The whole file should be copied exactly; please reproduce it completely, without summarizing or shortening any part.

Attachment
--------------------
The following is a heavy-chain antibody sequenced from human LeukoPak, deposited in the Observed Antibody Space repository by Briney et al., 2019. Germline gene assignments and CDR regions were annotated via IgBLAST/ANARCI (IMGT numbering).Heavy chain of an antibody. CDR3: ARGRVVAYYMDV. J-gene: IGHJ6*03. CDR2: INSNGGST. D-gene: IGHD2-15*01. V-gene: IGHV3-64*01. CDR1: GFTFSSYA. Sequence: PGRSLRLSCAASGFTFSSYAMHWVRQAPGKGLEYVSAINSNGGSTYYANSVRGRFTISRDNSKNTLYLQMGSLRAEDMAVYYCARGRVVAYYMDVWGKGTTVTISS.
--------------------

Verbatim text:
The following is a heavy-chain antibody sequenced from human LeukoPak, deposited in the Observed Antibody Space repository by Briney et al., 2019. Germline gene assignments and CDR regions were annotated via IgBLAST/ANARCI (IMGT numbering).Heavy chain of an antibody. CDR3: ARGRVVAYYMDV. J-gene: IGHJ6*03. CDR2: INSNGGST. D-gene: IGHD2-15*01. V-gene: IGHV3-64*01. CDR1: GFTFSSYA. Sequence: PGRSLRLSCAASGFTFSSYAMHWVRQAPGKGLEYVSAINSNGGSTYYANSVRGRFTISRDNSKNTLYLQMGSLRAEDMAVYYCARGRVVAYYMDVWGKGTTVTISS.